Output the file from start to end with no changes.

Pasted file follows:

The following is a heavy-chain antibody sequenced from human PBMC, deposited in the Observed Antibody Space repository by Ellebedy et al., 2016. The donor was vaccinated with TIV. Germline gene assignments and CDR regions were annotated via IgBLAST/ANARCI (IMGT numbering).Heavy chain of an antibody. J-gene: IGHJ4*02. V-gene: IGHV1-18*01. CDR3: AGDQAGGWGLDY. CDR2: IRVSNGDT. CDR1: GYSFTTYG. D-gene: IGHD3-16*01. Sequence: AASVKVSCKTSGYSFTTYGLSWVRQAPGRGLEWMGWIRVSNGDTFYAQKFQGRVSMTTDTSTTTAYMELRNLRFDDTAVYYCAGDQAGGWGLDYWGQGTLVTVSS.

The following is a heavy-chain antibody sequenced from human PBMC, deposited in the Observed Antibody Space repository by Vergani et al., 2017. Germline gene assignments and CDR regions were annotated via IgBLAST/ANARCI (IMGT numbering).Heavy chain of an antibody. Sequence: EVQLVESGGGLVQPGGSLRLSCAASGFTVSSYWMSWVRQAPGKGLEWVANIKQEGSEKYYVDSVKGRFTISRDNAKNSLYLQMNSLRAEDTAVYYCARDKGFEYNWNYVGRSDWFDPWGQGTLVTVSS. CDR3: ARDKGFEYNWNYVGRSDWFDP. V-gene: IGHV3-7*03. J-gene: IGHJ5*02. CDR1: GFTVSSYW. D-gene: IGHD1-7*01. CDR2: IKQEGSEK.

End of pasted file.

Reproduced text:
The following is a heavy-chain antibody sequenced from human PBMC, deposited in the Observed Antibody Space repository by Ellebedy et al., 2016. The donor was vaccinated with TIV. Germline gene assignments and CDR regions were annotated via IgBLAST/ANARCI (IMGT numbering).Heavy chain of an antibody. J-gene: IGHJ4*02. V-gene: IGHV1-18*01. CDR3: AGDQAGGWGLDY. CDR2: IRVSNGDT. CDR1: GYSFTTYG. D-gene: IGHD3-16*01. Sequence: AASVKVSCKTSGYSFTTYGLSWVRQAPGRGLEWMGWIRVSNGDTFYAQKFQGRVSMTTDTSTTTAYMELRNLRFDDTAVYYCAGDQAGGWGLDYWGQGTLVTVSS.

The following is a heavy-chain antibody sequenced from human PBMC, deposited in the Observed Antibody Space repository by Vergani et al., 2017. Germline gene assignments and CDR regions were annotated via IgBLAST/ANARCI (IMGT numbering).Heavy chain of an antibody. Sequence: EVQLVESGGGLVQPGGSLRLSCAASGFTVSSYWMSWVRQAPGKGLEWVANIKQEGSEKYYVDSVKGRFTISRDNAKNSLYLQMNSLRAEDTAVYYCARDKGFEYNWNYVGRSDWFDPWGQGTLVTVSS. CDR3: ARDKGFEYNWNYVGRSDWFDP. V-gene: IGHV3-7*03. J-gene: IGHJ5*02. CDR1: GFTVSSYW. D-gene: IGHD1-7*01. CDR2: IKQEGSEK.